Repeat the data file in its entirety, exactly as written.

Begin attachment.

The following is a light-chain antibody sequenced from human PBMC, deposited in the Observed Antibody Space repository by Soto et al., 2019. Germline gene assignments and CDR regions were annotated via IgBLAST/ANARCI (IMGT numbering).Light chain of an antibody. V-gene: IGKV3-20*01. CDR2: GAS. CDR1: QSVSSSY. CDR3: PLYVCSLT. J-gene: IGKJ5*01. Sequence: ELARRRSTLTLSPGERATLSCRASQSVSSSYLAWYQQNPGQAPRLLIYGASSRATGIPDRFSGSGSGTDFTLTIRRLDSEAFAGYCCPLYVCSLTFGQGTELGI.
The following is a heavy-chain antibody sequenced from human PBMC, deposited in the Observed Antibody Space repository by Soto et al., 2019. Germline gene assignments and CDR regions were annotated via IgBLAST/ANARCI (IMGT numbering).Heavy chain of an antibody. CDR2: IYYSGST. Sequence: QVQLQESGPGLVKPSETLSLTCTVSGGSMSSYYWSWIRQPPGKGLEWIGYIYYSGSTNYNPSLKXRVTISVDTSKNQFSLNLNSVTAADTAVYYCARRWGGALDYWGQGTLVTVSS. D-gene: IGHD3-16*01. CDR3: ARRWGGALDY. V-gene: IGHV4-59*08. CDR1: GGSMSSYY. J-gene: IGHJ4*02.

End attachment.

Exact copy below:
The following is a light-chain antibody sequenced from human PBMC, deposited in the Observed Antibody Space repository by Soto et al., 2019. Germline gene assignments and CDR regions were annotated via IgBLAST/ANARCI (IMGT numbering).Light chain of an antibody. V-gene: IGKV3-20*01. CDR2: GAS. CDR1: QSVSSSY. CDR3: PLYVCSLT. J-gene: IGKJ5*01. Sequence: ELARRRSTLTLSPGERATLSCRASQSVSSSYLAWYQQNPGQAPRLLIYGASSRATGIPDRFSGSGSGTDFTLTIRRLDSEAFAGYCCPLYVCSLTFGQGTELGI.
The following is a heavy-chain antibody sequenced from human PBMC, deposited in the Observed Antibody Space repository by Soto et al., 2019. Germline gene assignments and CDR regions were annotated via IgBLAST/ANARCI (IMGT numbering).Heavy chain of an antibody. CDR2: IYYSGST. Sequence: QVQLQESGPGLVKPSETLSLTCTVSGGSMSSYYWSWIRQPPGKGLEWIGYIYYSGSTNYNPSLKXRVTISVDTSKNQFSLNLNSVTAADTAVYYCARRWGGALDYWGQGTLVTVSS. D-gene: IGHD3-16*01. CDR3: ARRWGGALDY. V-gene: IGHV4-59*08. CDR1: GGSMSSYY. J-gene: IGHJ4*02.